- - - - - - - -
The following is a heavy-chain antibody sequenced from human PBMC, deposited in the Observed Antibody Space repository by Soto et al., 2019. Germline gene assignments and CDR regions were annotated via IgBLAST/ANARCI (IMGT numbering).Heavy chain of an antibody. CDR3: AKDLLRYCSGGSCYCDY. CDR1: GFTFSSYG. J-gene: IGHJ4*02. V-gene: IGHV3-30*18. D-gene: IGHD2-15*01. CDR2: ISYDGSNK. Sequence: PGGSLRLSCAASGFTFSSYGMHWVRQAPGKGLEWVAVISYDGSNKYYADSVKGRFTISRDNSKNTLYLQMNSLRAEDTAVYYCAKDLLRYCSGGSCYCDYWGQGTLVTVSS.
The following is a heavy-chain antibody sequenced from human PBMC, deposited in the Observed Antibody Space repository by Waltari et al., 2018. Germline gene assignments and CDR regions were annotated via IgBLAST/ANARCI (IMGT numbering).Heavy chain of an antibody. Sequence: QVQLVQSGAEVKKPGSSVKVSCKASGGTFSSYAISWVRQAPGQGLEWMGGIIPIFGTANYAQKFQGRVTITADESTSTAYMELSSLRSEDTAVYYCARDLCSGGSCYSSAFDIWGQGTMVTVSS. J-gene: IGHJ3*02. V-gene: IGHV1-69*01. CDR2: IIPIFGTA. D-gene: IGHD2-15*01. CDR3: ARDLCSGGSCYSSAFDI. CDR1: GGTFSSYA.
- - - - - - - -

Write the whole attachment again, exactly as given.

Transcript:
The following is a heavy-chain antibody sequenced from human PBMC, deposited in the Observed Antibody Space repository by Soto et al., 2019. Germline gene assignments and CDR regions were annotated via IgBLAST/ANARCI (IMGT numbering).Heavy chain of an antibody. CDR3: AKDLLRYCSGGSCYCDY. CDR1: GFTFSSYG. J-gene: IGHJ4*02. V-gene: IGHV3-30*18. D-gene: IGHD2-15*01. CDR2: ISYDGSNK. Sequence: PGGSLRLSCAASGFTFSSYGMHWVRQAPGKGLEWVAVISYDGSNKYYADSVKGRFTISRDNSKNTLYLQMNSLRAEDTAVYYCAKDLLRYCSGGSCYCDYWGQGTLVTVSS.
The following is a heavy-chain antibody sequenced from human PBMC, deposited in the Observed Antibody Space repository by Waltari et al., 2018. Germline gene assignments and CDR regions were annotated via IgBLAST/ANARCI (IMGT numbering).Heavy chain of an antibody. Sequence: QVQLVQSGAEVKKPGSSVKVSCKASGGTFSSYAISWVRQAPGQGLEWMGGIIPIFGTANYAQKFQGRVTITADESTSTAYMELSSLRSEDTAVYYCARDLCSGGSCYSSAFDIWGQGTMVTVSS. J-gene: IGHJ3*02. V-gene: IGHV1-69*01. CDR2: IIPIFGTA. D-gene: IGHD2-15*01. CDR3: ARDLCSGGSCYSSAFDI. CDR1: GGTFSSYA.